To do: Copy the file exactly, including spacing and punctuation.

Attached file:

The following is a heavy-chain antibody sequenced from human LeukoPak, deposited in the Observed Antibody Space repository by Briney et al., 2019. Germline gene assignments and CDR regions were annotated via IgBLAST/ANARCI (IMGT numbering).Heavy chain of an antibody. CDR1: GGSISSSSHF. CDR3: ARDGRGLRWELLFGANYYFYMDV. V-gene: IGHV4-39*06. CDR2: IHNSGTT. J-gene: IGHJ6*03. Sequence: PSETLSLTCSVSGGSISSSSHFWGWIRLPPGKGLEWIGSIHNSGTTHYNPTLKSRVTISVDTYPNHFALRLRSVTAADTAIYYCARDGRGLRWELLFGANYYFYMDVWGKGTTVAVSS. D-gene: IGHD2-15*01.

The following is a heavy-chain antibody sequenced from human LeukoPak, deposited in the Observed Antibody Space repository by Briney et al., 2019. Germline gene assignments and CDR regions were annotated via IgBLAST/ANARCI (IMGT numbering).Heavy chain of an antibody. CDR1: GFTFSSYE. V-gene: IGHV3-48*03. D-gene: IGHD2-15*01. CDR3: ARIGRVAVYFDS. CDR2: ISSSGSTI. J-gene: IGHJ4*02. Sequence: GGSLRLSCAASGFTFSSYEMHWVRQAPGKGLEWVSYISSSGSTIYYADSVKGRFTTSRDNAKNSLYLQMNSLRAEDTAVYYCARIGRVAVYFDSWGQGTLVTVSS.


The following is a heavy-chain antibody sequenced from human LeukoPak, deposited in the Observed Antibody Space repository by Briney et al., 2019. Germline gene assignments and CDR regions were annotated via IgBLAST/ANARCI (IMGT numbering).Heavy chain of an antibody. CDR1: GGSISSSSHF. CDR3: ARDGRGLRWELLFGANYYFYMDV. V-gene: IGHV4-39*06. CDR2: IHNSGTT. J-gene: IGHJ6*03. Sequence: PSETLSLTCSVSGGSISSSSHFWGWIRLPPGKGLEWIGSIHNSGTTHYNPTLKSRVTISVDTYPNHFALRLRSVTAADTAIYYCARDGRGLRWELLFGANYYFYMDVWGKGTTVAVSS. D-gene: IGHD2-15*01.

The following is a heavy-chain antibody sequenced from human LeukoPak, deposited in the Observed Antibody Space repository by Briney et al., 2019. Germline gene assignments and CDR regions were annotated via IgBLAST/ANARCI (IMGT numbering).Heavy chain of an antibody. CDR1: GFTFSSYE. V-gene: IGHV3-48*03. D-gene: IGHD2-15*01. CDR3: ARIGRVAVYFDS. CDR2: ISSSGSTI. J-gene: IGHJ4*02. Sequence: GGSLRLSCAASGFTFSSYEMHWVRQAPGKGLEWVSYISSSGSTIYYADSVKGRFTTSRDNAKNSLYLQMNSLRAEDTAVYYCARIGRVAVYFDSWGQGTLVTVSS.